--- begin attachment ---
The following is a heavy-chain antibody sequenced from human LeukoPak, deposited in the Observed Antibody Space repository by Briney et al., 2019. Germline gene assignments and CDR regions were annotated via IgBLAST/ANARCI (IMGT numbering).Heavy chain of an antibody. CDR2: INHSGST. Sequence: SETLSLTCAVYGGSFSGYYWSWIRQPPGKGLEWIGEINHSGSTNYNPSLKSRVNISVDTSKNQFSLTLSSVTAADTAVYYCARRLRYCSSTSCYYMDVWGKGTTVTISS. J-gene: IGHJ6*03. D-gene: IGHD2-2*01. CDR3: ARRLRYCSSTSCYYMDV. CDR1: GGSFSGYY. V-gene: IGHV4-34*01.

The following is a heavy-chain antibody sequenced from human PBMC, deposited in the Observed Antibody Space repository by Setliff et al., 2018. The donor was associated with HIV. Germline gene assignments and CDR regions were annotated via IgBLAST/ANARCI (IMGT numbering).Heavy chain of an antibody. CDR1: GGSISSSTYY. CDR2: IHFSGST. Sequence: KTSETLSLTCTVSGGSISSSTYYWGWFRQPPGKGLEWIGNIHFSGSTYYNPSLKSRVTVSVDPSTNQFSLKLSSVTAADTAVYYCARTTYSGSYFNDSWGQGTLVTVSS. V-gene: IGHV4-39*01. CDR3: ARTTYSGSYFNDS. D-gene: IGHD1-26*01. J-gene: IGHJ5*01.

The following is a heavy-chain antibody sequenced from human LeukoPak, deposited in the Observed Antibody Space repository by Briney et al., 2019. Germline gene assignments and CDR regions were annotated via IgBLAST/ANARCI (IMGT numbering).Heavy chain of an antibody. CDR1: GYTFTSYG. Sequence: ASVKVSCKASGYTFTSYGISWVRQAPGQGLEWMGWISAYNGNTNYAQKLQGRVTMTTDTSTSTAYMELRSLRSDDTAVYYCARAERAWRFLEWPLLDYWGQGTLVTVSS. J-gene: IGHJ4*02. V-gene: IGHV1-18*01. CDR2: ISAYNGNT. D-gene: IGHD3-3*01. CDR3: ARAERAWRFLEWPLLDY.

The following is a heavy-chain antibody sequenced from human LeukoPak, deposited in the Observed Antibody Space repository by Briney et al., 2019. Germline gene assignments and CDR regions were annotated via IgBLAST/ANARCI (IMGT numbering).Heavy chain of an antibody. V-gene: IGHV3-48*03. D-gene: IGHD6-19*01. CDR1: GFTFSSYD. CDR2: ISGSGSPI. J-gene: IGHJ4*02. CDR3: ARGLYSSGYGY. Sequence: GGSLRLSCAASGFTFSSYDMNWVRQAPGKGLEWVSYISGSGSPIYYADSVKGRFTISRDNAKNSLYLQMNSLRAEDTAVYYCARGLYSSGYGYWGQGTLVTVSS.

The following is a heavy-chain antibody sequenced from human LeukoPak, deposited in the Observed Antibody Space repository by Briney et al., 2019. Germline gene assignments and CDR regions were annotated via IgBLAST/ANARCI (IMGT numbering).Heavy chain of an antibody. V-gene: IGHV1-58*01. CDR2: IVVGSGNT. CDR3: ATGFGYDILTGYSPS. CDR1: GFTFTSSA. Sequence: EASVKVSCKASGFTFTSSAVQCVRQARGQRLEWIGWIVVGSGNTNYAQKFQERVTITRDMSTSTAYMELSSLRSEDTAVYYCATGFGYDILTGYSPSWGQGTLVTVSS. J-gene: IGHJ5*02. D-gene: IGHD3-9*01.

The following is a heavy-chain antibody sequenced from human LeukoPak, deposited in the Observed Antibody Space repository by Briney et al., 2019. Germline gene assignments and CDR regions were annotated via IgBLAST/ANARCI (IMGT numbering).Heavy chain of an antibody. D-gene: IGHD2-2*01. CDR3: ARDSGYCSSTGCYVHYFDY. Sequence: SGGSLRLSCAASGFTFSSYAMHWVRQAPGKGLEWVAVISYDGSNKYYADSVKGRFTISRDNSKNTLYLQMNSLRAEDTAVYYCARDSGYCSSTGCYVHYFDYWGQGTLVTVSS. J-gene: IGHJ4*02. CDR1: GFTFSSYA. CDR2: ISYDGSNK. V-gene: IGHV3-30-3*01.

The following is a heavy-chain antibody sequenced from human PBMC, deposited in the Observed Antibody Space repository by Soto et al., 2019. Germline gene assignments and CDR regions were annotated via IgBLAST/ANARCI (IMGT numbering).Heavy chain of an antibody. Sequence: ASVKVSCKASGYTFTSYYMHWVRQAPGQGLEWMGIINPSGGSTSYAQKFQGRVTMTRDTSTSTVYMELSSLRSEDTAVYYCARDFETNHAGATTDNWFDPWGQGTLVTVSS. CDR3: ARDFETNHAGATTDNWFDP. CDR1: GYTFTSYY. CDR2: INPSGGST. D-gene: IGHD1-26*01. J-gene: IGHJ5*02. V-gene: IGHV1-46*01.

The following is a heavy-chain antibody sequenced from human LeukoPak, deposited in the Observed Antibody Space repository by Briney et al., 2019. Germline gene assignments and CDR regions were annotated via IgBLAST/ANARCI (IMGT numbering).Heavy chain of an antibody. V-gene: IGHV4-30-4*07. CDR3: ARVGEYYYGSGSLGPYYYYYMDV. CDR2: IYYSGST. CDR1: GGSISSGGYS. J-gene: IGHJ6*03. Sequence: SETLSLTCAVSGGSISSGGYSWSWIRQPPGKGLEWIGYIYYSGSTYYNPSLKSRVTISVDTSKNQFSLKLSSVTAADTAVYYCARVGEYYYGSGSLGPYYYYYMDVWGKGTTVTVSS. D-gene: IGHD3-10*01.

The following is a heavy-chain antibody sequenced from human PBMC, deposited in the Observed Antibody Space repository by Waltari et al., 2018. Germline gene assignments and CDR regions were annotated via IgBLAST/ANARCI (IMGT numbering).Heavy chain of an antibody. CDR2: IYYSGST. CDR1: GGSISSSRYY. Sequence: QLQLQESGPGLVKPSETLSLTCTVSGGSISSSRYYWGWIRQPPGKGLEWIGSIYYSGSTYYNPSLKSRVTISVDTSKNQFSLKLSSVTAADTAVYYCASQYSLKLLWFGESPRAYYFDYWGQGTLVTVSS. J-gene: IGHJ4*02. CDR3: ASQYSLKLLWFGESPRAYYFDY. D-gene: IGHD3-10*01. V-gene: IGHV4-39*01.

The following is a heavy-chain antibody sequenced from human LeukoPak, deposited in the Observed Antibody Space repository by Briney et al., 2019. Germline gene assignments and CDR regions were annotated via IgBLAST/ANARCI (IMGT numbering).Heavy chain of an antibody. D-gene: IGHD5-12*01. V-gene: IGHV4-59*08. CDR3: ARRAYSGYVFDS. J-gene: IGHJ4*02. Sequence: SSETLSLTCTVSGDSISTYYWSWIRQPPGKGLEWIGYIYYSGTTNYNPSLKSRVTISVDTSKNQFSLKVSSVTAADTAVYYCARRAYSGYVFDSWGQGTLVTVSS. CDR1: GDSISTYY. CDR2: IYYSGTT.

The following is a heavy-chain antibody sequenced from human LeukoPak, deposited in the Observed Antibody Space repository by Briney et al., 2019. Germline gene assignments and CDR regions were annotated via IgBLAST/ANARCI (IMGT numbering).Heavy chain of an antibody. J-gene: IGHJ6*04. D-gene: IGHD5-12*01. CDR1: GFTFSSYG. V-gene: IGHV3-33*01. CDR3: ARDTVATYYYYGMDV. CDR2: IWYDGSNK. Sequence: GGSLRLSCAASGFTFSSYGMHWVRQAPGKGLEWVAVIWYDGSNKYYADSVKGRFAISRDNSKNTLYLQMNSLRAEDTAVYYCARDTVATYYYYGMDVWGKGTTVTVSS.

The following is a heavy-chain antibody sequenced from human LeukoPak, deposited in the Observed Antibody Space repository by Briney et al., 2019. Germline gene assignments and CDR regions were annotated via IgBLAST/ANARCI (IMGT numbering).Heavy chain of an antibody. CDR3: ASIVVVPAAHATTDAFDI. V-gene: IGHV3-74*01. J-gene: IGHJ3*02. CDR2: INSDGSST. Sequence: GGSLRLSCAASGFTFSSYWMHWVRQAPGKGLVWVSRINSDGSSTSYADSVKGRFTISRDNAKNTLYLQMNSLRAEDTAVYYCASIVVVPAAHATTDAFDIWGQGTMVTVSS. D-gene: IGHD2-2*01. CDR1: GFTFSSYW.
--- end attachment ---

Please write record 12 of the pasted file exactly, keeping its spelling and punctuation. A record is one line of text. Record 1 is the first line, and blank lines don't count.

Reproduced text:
The following is a heavy-chain antibody sequenced from human LeukoPak, deposited in the Observed Antibody Space repository by Briney et al., 2019. Germline gene assignments and CDR regions were annotated via IgBLAST/ANARCI (IMGT numbering).Heavy chain of an antibody. CDR3: ASIVVVPAAHATTDAFDI. V-gene: IGHV3-74*01. J-gene: IGHJ3*02. CDR2: INSDGSST. Sequence: GGSLRLSCAASGFTFSSYWMHWVRQAPGKGLVWVSRINSDGSSTSYADSVKGRFTISRDNAKNTLYLQMNSLRAEDTAVYYCASIVVVPAAHATTDAFDIWGQGTMVTVSS. D-gene: IGHD2-2*01. CDR1: GFTFSSYW.